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Math Help - Diagonalize unitary matrix

  1. #1
    Member Mollier's Avatar
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    Diagonalize unitary matrix

    Problem statement:
    Diagonalize this unitary matrix \textbf{V} to reach \textbf{V}=\textbf{U}\Lambda\textbf{U}^*.

    <br />
V=\frac{1}{\sqrt{3}}\left[\begin{array}[pos]{cc}<br />
    1    & 1-i \\<br />
    1+i  & -1 \\<br />
\end{array}\right]<br />

    Pathetic attempt:
    The trace of \textbf{V} is zero and since it is unitary it has eigenvalues with absolute value one. This mean that \lambda = 1,-1

    What is confusing me is the fact that I am supposed to make a matrix with orthonormal column vectors out of a unitary matrix (which has orthonormal column vectors)...

    Any hints are greatly appreciated, thanks!
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  2. #2
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    Quote Originally Posted by Mollier View Post
    Problem statement:
    Diagonalize this unitary matrix \textbf{V} to reach \textbf{V}=\textbf{U}\Lambda\textbf{U}^*.

    <br />
V=\frac{1}{\sqrt{3}}\left[\begin{array}[pos]{cc}<br />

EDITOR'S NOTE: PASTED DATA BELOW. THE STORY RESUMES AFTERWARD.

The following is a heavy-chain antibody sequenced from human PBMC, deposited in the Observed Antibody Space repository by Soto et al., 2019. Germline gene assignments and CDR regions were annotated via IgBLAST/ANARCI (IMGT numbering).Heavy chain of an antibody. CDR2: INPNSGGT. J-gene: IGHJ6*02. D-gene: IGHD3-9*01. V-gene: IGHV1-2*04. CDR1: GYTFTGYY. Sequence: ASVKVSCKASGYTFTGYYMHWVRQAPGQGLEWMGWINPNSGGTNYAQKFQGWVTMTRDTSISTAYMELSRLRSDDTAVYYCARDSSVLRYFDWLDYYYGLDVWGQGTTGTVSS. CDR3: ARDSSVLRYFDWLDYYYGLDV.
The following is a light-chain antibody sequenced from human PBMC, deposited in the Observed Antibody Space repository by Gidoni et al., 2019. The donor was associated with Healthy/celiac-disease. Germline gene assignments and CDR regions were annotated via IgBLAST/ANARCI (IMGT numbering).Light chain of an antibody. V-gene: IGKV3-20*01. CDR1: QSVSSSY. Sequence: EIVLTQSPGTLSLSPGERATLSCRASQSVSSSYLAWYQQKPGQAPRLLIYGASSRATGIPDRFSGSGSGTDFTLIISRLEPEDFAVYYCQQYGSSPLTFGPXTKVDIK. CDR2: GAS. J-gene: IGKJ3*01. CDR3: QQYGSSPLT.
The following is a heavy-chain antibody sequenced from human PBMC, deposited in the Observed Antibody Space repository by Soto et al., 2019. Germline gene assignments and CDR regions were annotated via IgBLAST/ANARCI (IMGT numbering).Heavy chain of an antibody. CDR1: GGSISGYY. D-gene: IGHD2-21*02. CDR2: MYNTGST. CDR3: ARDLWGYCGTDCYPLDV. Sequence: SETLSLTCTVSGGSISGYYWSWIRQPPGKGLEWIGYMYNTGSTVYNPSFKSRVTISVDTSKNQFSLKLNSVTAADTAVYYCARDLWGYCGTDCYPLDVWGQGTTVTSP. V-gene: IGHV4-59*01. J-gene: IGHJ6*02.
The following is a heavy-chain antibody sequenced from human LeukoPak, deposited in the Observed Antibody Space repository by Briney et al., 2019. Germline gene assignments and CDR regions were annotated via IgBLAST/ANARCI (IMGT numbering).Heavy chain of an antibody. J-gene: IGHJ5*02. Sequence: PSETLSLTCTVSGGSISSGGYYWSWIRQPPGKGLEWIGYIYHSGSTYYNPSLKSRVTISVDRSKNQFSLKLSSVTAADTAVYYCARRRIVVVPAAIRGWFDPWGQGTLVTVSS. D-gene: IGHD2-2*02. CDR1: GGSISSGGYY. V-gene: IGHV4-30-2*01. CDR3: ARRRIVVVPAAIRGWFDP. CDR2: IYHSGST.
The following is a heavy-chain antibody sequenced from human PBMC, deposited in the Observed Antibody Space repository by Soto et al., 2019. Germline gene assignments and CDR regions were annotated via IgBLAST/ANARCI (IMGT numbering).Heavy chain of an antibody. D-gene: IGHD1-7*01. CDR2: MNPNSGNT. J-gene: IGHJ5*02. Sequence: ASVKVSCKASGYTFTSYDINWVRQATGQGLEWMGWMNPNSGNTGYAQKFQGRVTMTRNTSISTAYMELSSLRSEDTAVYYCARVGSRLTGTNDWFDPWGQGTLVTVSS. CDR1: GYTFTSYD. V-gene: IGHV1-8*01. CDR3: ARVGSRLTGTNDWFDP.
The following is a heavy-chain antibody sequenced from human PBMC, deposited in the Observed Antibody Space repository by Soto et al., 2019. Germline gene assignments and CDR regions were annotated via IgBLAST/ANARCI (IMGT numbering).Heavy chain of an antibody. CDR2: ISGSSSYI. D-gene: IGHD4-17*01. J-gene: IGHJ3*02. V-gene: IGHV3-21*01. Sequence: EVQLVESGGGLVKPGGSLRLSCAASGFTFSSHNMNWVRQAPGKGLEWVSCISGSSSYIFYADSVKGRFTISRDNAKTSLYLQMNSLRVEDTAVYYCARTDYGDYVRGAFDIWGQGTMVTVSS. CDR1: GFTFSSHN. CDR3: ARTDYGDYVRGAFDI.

1    & 1-i \\<br />
    1+i  & -1 \\<br />
\end{array}\right]<br />

    Pathetic attempt:
    The trace of \textbf{V} is zero and since it is unitary it has eigenvalues with absolute value one. This mean that \lambda = 1,-1

    What is confusing me is the fact that I am supposed to make a matrix with orthonormal column vectors out of a unitary matrix (which has orthonormal column vectors)...

    Any hints are greatly appreciated, thanks!
    Find the eigenvectors corresponding to eigenvalues 1 and -1. Because those are distinct eigenvalues, the eigenvectors will be orthogonal. Make their lengths 1 and the matrix having those unit length eigenvectors as columns will diagonalize the matrix.
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  3. #3
    Member Mollier's Avatar
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    To find the eigenvectors for \lambda=1, do you solve this system by elimination?

    <br />
\left[\begin{array}[pos]{cc}<br />
    \frac{1}{\sqrt{3}}-1 & \frac{1-i}{\sqrt{3}} \\<br />
    \frac{1+i}{\sqrt{3}} &  -\frac{1}{\sqrt{3}}-1 \\<br />
\end{array}\right] \textbf{x} = \textbf{0}<br />

    I write from row 2:
    x = \frac{1+\sqrt{3}}{1+i}y

    Then from row 1:
    <br />
-\frac{2}{\sqrt{3}(1+i)}y + \frac{2}{\sqrt{3}(1+i)}y = 0<br />

    Basically I can choose y to be whatever I want, but I guess I would get the "prettiest" solution if I choose  y = 1+i .

    Is this the right way to go about it?
    Thanks.
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